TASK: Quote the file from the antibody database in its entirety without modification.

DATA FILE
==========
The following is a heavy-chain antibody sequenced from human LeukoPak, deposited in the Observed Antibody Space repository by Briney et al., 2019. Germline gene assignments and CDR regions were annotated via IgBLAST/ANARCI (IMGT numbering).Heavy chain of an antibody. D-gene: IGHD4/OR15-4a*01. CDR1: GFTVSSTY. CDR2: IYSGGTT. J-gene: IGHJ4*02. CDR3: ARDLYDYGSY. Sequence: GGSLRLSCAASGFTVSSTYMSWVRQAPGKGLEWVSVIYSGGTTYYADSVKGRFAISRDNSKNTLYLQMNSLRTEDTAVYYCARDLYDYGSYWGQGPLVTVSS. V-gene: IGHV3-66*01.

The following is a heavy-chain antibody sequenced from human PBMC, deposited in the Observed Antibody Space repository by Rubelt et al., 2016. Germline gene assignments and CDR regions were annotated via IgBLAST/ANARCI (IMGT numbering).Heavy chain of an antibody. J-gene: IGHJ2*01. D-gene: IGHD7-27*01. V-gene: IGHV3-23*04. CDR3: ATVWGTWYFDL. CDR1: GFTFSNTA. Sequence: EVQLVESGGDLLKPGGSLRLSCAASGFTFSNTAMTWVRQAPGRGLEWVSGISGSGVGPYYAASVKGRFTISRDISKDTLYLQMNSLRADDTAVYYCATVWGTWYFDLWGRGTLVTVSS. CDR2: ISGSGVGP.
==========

The following is a heavy-chain antibody sequenced from human LeukoPak, deposited in the Observed Antibody Space repository by Briney et al., 2019. Germline gene assignments and CDR regions were annotated via IgBLAST/ANARCI (IMGT numbering).Heavy chain of an antibody. D-gene: IGHD4/OR15-4a*01. CDR1: GFTVSSTY. CDR2: IYSGGTT. J-gene: IGHJ4*02. CDR3: ARDLYDYGSY. Sequence: GGSLRLSCAASGFTVSSTYMSWVRQAPGKGLEWVSVIYSGGTTYYADSVKGRFAISRDNSKNTLYLQMNSLRTEDTAVYYCARDLYDYGSYWGQGPLVTVSS. V-gene: IGHV3-66*01.

The following is a heavy-chain antibody sequenced from human PBMC, deposited in the Observed Antibody Space repository by Rubelt et al., 2016. Germline gene assignments and CDR regions were annotated via IgBLAST/ANARCI (IMGT numbering).Heavy chain of an antibody. J-gene: IGHJ2*01. D-gene: IGHD7-27*01. V-gene: IGHV3-23*04. CDR3: ATVWGTWYFDL. CDR1: GFTFSNTA. Sequence: EVQLVESGGDLLKPGGSLRLSCAASGFTFSNTAMTWVRQAPGRGLEWVSGISGSGVGPYYAASVKGRFTISRDISKDTLYLQMNSLRADDTAVYYCATVWGTWYFDLWGRGTLVTVSS. CDR2: ISGSGVGP.